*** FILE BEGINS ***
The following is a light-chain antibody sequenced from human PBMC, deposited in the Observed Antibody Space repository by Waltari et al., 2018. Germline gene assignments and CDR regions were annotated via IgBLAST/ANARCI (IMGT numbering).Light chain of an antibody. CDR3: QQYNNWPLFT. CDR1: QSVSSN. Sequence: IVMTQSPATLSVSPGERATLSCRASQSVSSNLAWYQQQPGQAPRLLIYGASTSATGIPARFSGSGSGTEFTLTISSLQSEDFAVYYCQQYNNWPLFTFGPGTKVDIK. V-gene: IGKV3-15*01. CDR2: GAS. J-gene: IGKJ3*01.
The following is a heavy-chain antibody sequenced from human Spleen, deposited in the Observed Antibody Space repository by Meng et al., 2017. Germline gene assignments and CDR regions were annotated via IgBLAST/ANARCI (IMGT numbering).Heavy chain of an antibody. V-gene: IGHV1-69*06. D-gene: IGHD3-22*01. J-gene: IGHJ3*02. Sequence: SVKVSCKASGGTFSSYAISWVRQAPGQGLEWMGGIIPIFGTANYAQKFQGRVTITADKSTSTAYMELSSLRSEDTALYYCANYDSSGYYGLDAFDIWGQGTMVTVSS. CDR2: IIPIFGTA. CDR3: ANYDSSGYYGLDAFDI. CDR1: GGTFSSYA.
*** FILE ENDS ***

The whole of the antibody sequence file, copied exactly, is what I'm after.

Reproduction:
The following is a light-chain antibody sequenced from human PBMC, deposited in the Observed Antibody Space repository by Waltari et al., 2018. Germline gene assignments and CDR regions were annotated via IgBLAST/ANARCI (IMGT numbering).Light chain of an antibody. CDR3: QQYNNWPLFT. CDR1: QSVSSN. Sequence: IVMTQSPATLSVSPGERATLSCRASQSVSSNLAWYQQQPGQAPRLLIYGASTSATGIPARFSGSGSGTEFTLTISSLQSEDFAVYYCQQYNNWPLFTFGPGTKVDIK. V-gene: IGKV3-15*01. CDR2: GAS. J-gene: IGKJ3*01.
The following is a heavy-chain antibody sequenced from human Spleen, deposited in the Observed Antibody Space repository by Meng et al., 2017. Germline gene assignments and CDR regions were annotated via IgBLAST/ANARCI (IMGT numbering).Heavy chain of an antibody. V-gene: IGHV1-69*06. D-gene: IGHD3-22*01. J-gene: IGHJ3*02. Sequence: SVKVSCKASGGTFSSYAISWVRQAPGQGLEWMGGIIPIFGTANYAQKFQGRVTITADKSTSTAYMELSSLRSEDTALYYCANYDSSGYYGLDAFDIWGQGTMVTVSS. CDR2: IIPIFGTA. CDR3: ANYDSSGYYGLDAFDI. CDR1: GGTFSSYA.